In my community, I’m “Mr. History Person,” and I find that the things that happened fifty years ago are harder to research than the things that happened 200 years ago. Prior historians have not already gathered the facts together and packaged them in a handy to read form. It takes a lot more reading through newspaper archives and public records.

Most public documents about your governmental history should be in your town hall. But further back, before your town was incorporated, it was part of an earlier entity–a section of another town/city, a territory within your county, etc. That political division will have its records stored someplace, too.

Genealogical records about the people living within your area can be found in the local and/or county bureaus and in church and cemetery records. In many cases, genealogical records can be found online. You’re lucky, too, if your area was home to well studied groups like the Pilgrims, Revolutionary or Civil War soldiers, certain ethnic and religious groups. There’s a wealth of info about those groups that will have already been collected by others.

Local businesses have their own histories, too. “Sawing lumber since 1867.” “Family run for six generations.” Lots of business websites list stories of their founders and their growth through the years.

Newspaper archives tell about the day to day things that went on, and the advertisements offer clues about the local businesses and industries.

Historians take what they can find about all these subjects–the residents, the government, the churches, the civic and cultural activities, the businesses–and build the “who, what, when, where.” from that.

Searching is half the fun. Good luck.

Do a good deed and visit an old folks home. Ask the nurses about the chattiest person who has lived the longest in your town, and approach them, making it clear that you are not trying to scam them into anything. They will probably enjoy themselves telling you stuff. They might even have old photographs. Who knows, with their stuff, start your towns own wikipedia article, like LSLGuy mentioned.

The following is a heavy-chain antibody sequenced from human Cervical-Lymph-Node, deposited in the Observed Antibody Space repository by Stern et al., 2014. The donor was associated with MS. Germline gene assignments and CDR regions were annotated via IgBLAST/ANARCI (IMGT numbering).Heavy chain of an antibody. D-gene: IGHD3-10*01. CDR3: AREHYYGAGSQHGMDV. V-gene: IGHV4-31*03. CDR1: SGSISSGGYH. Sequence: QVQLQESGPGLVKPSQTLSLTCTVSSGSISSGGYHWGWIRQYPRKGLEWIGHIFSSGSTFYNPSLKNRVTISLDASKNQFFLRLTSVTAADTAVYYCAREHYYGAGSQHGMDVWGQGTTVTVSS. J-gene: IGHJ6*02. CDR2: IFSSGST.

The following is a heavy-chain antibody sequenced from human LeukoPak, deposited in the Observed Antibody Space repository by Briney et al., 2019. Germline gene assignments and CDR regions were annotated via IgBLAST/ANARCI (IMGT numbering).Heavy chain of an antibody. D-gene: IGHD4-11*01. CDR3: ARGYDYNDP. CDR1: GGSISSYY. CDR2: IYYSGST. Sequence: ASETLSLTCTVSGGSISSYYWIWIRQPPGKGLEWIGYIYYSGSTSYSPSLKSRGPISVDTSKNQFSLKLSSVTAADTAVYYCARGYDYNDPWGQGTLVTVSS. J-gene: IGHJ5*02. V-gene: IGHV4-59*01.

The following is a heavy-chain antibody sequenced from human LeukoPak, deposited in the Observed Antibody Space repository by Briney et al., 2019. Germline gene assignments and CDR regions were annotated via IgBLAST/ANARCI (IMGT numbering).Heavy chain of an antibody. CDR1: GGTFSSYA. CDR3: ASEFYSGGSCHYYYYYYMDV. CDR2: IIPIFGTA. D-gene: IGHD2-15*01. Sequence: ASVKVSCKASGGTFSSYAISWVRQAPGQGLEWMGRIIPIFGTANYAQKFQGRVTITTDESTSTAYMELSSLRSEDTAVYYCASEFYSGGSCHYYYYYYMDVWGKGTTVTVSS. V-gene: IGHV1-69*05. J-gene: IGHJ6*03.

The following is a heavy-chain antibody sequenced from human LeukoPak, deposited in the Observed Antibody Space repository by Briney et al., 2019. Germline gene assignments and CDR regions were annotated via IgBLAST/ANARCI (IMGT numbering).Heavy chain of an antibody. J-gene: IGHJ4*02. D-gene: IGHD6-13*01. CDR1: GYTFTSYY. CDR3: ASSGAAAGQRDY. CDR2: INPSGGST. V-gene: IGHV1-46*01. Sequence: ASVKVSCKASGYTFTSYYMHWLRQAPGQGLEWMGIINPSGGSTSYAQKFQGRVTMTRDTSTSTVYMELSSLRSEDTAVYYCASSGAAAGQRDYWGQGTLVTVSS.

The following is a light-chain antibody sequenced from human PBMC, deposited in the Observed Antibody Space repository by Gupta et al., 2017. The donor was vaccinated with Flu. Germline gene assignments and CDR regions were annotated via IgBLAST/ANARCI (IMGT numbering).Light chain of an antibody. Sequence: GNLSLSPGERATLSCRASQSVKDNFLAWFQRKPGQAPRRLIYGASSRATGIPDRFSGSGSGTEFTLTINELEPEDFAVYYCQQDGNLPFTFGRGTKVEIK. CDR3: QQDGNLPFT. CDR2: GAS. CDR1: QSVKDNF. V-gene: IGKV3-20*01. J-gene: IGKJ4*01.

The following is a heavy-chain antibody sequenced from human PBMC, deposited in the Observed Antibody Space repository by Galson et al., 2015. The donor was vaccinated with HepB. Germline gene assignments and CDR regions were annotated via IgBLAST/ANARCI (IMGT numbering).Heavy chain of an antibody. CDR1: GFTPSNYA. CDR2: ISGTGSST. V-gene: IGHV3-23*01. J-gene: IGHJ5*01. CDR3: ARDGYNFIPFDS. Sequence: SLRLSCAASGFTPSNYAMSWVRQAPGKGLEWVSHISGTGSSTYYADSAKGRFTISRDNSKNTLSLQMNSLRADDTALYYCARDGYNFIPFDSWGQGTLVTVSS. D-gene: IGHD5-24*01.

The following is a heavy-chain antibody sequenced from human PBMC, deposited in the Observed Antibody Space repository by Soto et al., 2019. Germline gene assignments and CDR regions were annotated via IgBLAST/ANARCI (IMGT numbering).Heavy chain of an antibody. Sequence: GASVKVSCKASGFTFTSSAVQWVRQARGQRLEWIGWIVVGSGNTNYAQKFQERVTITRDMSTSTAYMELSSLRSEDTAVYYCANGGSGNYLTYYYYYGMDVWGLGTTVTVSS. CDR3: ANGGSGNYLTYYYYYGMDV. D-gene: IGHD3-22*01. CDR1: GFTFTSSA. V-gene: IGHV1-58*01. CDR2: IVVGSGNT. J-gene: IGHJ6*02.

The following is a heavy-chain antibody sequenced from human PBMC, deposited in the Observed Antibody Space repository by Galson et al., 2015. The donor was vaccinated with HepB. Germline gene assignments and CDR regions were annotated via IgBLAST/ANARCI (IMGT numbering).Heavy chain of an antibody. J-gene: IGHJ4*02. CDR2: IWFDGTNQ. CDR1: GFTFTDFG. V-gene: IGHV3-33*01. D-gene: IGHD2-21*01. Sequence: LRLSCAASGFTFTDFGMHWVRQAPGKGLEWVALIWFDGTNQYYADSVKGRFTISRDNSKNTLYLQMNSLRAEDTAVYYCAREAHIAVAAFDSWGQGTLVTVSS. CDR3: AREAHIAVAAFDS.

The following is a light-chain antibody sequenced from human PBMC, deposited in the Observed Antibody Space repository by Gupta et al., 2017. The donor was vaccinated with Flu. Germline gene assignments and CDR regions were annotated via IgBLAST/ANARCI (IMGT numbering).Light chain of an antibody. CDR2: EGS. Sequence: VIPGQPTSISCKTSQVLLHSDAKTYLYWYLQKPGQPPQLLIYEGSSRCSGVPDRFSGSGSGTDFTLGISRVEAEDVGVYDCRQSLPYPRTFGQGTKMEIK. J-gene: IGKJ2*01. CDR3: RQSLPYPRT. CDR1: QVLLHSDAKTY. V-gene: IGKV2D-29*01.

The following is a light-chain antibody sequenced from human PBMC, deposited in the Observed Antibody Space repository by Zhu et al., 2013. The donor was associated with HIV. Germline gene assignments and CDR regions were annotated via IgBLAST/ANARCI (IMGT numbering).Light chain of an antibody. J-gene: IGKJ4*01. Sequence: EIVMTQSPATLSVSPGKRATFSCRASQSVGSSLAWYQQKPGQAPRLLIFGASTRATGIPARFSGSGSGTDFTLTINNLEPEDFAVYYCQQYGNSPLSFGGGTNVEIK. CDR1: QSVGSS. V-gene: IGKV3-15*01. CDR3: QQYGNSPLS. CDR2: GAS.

The best place is a newspaper archive if your town has one.

Be real careful of online archives as they are not as searchable as they lead you to believe.

For instance the Chicago Tribune has a great searchable index but I have known things were in there and they don’t come up in a search. So if I go into the main library and look through the microfilms day by day I can find it there.

So even though the Tribune claims it’s indexed the entire paper, the search isn’t 100% reliable. You often have to go day by day though microfilms and look.

One good way to do this if you’re having no luck, is to start a website. 1and1 and GoDaddy offer very affordable options.

Then just set up a very simple website and ask people to mail you their stories and rememberances of the town. Put up flyers on poles and at supermarkets with the website address and have people come to YOU.

Most small town newspapers have bound editions of all their past editions, available to the public. Arrange to flip through it. Focus on the front pages first, and if something catches your eye, check it out in depth. Your library might have a microfiche collection to make this search easier.

Would you mind telling us where you live, in the most general terms? I don’t want to compromise your privacy, but there’s a very good likelihood someone on these boards spent some time there and can steer you towards some juicy scandal in your town’s past.

Many communities have “official historians” who are generally amateurs interested in local history, and will often have a wealth of information about “what things were like back in the day.”